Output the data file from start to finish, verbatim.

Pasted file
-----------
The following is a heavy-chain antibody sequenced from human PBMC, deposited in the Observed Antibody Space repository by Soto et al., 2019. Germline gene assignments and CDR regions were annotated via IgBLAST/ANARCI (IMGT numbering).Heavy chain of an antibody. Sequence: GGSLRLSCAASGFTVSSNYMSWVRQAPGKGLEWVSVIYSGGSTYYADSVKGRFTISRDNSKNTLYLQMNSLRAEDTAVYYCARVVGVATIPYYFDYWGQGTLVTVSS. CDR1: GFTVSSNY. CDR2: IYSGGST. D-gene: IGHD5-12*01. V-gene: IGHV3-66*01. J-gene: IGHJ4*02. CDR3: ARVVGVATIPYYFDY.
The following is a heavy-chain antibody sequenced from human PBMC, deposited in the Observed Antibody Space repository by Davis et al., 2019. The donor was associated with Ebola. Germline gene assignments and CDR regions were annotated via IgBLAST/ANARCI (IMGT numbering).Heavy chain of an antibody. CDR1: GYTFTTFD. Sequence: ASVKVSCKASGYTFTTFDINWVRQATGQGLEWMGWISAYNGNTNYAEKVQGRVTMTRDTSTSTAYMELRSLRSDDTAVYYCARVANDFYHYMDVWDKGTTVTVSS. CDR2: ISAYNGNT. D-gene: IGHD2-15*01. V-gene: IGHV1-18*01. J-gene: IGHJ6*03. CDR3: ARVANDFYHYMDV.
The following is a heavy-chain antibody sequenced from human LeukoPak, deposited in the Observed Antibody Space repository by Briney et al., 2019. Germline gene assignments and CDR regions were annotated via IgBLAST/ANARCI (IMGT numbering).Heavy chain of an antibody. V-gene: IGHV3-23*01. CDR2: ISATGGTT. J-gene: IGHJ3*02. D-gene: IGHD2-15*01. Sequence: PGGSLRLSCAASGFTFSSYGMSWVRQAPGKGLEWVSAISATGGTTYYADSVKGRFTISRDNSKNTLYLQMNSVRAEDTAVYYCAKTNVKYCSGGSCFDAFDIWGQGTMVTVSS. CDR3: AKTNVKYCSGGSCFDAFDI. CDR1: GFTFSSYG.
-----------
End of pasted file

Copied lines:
The following is a heavy-chain antibody sequenced from human PBMC, deposited in the Observed Antibody Space repository by Soto et al., 2019. Germline gene assignments and CDR regions were annotated via IgBLAST/ANARCI (IMGT numbering).Heavy chain of an antibody. Sequence: GGSLRLSCAASGFTVSSNYMSWVRQAPGKGLEWVSVIYSGGSTYYADSVKGRFTISRDNSKNTLYLQMNSLRAEDTAVYYCARVVGVATIPYYFDYWGQGTLVTVSS. CDR1: GFTVSSNY. CDR2: IYSGGST. D-gene: IGHD5-12*01. V-gene: IGHV3-66*01. J-gene: IGHJ4*02. CDR3: ARVVGVATIPYYFDY.
The following is a heavy-chain antibody sequenced from human PBMC, deposited in the Observed Antibody Space repository by Davis et al., 2019. The donor was associated with Ebola. Germline gene assignments and CDR regions were annotated via IgBLAST/ANARCI (IMGT numbering).Heavy chain of an antibody. CDR1: GYTFTTFD. Sequence: ASVKVSCKASGYTFTTFDINWVRQATGQGLEWMGWISAYNGNTNYAEKVQGRVTMTRDTSTSTAYMELRSLRSDDTAVYYCARVANDFYHYMDVWDKGTTVTVSS. CDR2: ISAYNGNT. D-gene: IGHD2-15*01. V-gene: IGHV1-18*01. J-gene: IGHJ6*03. CDR3: ARVANDFYHYMDV.
The following is a heavy-chain antibody sequenced from human LeukoPak, deposited in the Observed Antibody Space repository by Briney et al., 2019. Germline gene assignments and CDR regions were annotated via IgBLAST/ANARCI (IMGT numbering).Heavy chain of an antibody. V-gene: IGHV3-23*01. CDR2: ISATGGTT. J-gene: IGHJ3*02. D-gene: IGHD2-15*01. Sequence: PGGSLRLSCAASGFTFSSYGMSWVRQAPGKGLEWVSAISATGGTTYYADSVKGRFTISRDNSKNTLYLQMNSVRAEDTAVYYCAKTNVKYCSGGSCFDAFDIWGQGTMVTVSS. CDR3: AKTNVKYCSGGSCFDAFDI. CDR1: GFTFSSYG.